Refocusing on the task, we catch up to the waiting Jamie and Dominic just below the summit ridge. Those three fly up the remainder of the mountain as I develop a serious case of Himalayan Foot Disease. They don't stop at the crest of the slope and questions ricochet through my mind of how many false summits need to be conquered.
Upon cresting the slope myself several minutes later, I'm relieved to see the flat, summit ridge stretched before me. Halfway across the ridge, Jamie comes back from the top to walk the final feet with me at 12:45pm. At the top we celebrate my completion of Tenmile/Mosquito Range Fourteeners in calendar winter. The mountain gods allow us time to savor the occasion as the summit is engulfed in a wind shadow while spindrift flies across the summit ridge.
Jamies on Quandary's Summit
Mike, putting us all to shame, arrives five minutes after and happily removes his pack and kite from his back. Going down must be sweet smelling at this moment my friend.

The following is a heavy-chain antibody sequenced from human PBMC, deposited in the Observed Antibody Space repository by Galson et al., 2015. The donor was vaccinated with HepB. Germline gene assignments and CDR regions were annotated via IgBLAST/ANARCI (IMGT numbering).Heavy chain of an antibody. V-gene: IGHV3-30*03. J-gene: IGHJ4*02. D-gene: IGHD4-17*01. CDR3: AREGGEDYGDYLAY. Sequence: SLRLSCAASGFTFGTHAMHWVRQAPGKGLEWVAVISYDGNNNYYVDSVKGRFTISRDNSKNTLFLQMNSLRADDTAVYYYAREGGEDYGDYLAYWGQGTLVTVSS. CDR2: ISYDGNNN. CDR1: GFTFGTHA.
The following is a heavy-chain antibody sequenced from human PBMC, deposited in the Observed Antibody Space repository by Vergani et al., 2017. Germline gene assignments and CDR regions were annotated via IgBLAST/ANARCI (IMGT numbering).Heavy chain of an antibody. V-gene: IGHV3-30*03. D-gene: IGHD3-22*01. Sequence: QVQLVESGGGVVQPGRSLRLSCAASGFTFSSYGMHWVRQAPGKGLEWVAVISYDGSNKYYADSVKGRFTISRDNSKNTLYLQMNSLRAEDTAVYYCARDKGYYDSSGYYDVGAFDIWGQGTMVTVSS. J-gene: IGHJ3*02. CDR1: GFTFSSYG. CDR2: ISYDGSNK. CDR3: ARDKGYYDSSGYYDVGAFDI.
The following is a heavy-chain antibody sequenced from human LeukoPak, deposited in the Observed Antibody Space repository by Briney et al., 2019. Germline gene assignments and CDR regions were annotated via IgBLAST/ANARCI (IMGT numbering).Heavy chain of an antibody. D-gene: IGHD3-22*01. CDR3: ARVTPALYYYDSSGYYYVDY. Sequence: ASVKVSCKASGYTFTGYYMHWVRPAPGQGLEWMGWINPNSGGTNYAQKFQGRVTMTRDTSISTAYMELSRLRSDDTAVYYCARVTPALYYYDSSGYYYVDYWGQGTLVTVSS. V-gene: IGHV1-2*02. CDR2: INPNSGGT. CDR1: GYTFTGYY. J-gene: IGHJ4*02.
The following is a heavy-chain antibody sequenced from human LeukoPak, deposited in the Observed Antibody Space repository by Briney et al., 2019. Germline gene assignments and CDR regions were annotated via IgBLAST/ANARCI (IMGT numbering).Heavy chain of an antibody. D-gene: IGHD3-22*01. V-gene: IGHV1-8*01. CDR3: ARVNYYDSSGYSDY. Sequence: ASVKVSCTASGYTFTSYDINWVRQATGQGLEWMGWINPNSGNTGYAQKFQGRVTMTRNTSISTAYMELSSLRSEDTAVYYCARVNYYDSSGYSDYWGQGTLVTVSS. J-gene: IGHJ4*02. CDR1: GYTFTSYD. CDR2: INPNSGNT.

Super Mike approaches Quandary's summit
Despite the enjoyable weather, we're only halfway done with today's objective. Blowing across us and from our backs, the wind doesn't seem so horrendous during the descent. Any attempts to glissade the low-angled slopes and wind hammered sastrugi is thoroughly frustrating. Mike glides effortlessly along.
A long way down
At our cache, snowshoes are retrieved before we scurry into the trees for protection from the wind. The warmer, calmer temperatures down here are most welcomed as we strip to base layers for the hike out. Warm snow balling on the snowshoes is only a minor annoyance during the descent. 2:25pm arrives as we approach the vehicles. Warm and happy smiles are abundant as we remove gear and soak in another fruitful weekend.